Budget 2017 – 10 end of tax year saving tips

Last year’s tax return may have only been filed a few short weeks ago, but already investors should be looking ahead to the Budget on 8 March and the end of the tax year on 5 April 2017, to trim the tax fat from their finances, says Sian Thomas, financial adviser at Hargreaves Lansdown.

Budget 2017 – 10 end of tax year saving tips

Recent Budgets and Autumn Statements have brought much cheer for the investor with the introduction of the pension freedoms, Lifetime ISA, dividend allowance, increases to ISA allowances, and reductions in capital gains tax rates. However we have also seen a sting in the tail with four consecutive years of cuts to pension allowances, 8 in the past 7 years.

The Budget acts as a reminder of the importance of making the most of tax allowances before they lapse for another year and for those planning to make pension contributions this spring, it makes sense to do so before the Chancellor takes to his feet on Budget day.

10 end of tax year saving tips

Use your ISA allowance

Use your ISA allowance and shelter your savings from tax. There is no capital gains tax or further income tax on assets held in an ISA, making them one of the most tax-efficient ways to save. You can invest up to £15,240 into an ISA this tax year, in any combination of cash and stocks and shares, £30,480 per couple.

Use your pensions allowance

Investing in a pension for retirement is one of the most tax efficient ways to save, higher and additional rate tax relief is still available. If you’re a UK resident, under age 75 and not drawing your pension, the general rule is you can contribute as much as you earn to pensions this tax year, effectively capped at £40,000. Those with “adjusted income” of £150,000 or more could see a lower, tapered annual allowance.

Broadly speaking, adjusted income is your total taxable income (including salary, dividends, rental income and savings interest) plus the value of any employer pension contributions.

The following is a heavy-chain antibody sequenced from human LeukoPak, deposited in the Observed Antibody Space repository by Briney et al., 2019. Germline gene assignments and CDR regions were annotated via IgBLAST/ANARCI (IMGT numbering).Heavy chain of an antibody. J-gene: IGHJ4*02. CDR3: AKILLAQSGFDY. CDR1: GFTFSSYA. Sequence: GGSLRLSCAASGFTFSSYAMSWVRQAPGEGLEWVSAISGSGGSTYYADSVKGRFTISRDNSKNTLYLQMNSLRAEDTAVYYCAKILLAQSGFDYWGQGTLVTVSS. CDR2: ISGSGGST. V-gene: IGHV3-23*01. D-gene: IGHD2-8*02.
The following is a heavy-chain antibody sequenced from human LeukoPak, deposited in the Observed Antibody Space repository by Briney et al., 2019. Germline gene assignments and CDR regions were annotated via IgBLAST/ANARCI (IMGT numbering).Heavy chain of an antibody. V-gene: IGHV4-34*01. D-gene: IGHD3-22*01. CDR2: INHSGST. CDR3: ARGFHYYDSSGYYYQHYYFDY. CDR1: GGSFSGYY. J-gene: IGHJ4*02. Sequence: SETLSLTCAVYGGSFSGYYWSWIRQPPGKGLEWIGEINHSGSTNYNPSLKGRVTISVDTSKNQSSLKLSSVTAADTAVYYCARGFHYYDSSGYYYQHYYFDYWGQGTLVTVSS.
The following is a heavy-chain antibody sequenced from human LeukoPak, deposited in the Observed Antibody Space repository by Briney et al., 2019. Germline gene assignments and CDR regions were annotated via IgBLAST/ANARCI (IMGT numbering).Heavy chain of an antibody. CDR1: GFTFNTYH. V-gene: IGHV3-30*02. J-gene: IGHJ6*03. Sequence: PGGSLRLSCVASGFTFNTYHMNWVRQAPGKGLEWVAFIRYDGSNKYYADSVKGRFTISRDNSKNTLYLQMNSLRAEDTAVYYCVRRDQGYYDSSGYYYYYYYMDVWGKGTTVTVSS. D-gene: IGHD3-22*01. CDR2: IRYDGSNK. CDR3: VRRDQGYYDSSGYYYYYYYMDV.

Carry forward to boost pension contribution

If you have unused annual pension allowance from the past three tax years, you may be able to use them this year and save up to £130,000 into pension.

Your total contribution must be within 100% of your earnings to receive full tax relief. With tax relief of up to 45%, £130,000 in a pension could cost a high earner as little as £71,500.

Pension for your spouse

Investing in pension for a non-earning spouse is one of the most generous of government pension give-aways.  Non-earners can make a £2,880 pension contribution and the government add £720, even if the individual pays no tax.

At retirement from age 55, 25% of the value of the pension fund can normally be taken as tax-free cash, with the balance being taxable. However if further withdrawals fall within the individual’s personal allowance each year, these will also be tax-free.

Use your capital gains tax allowance

Every year you can realise a certain level of gains without paying capital gains tax (CGT). This tax year (2016/17) the allowance is £11,100. Using your CGT allowance saves up to 20% capital gains tax on gains from shares or funds.

Making the most of your capital gains tax allowance could a save a couple up to £4,440 in CGT.

Register losses and use them to offset gains

Once registered, losses can be used to offset gains at any time in the future, effectively increasing your capital gains tax allowance.

Maximise dividend allowance and the lower capital gains tax rate

The top rate of income tax is 45% whereas the top rate of capital gains tax is 20% (shares and funds) and you can make profits of £11,100 a year (2016/17) before you start to pay CGT. The new dividend allowance also provides for £5,000 of tax-free dividends a year. Therefore it makes sense to arrange your portfolio accordingly. Once you have maximised your tax-free dividend allowance, hold income-producing assets in a SIPP or an ISA, with your growth assets outside.

Save inheritance tax – get gifting

One of the best ways to save IHT is to make use of your IHT exempt gift allowances. Everyone can give away up to £3,000 a year (and up to £3,000 in respect of the previous year if this allowance was not used), meaning a couple could give away up to £12,000 now and a further £6,000 on 6th April, potentially saving £7,200 of IHT over two tax years.

Invest in Venture Capital Trusts (VCTs) for 30% income tax relief

Taxpaying, sophisticated investors who are happy taking higher risks in return for the potential for higher rewards could consider VCTs. These invest in some of the most dynamic, entrepreneurial, high growth companies and are long term speculative investments which give you the chance to get in on the ground floor of fledgling investment opportunities. For those who pay sufficient tax, a £10,000 investment in VCT could cost as little as £7,000 after tax relief.

I don’t want to invest now, but how do I make sure I use my ISA/SIPP allowance?

You can invest your cash now into your ISA and SIPP and then make your investment decisions later. This ensures you use your allowances and don’t lose them.

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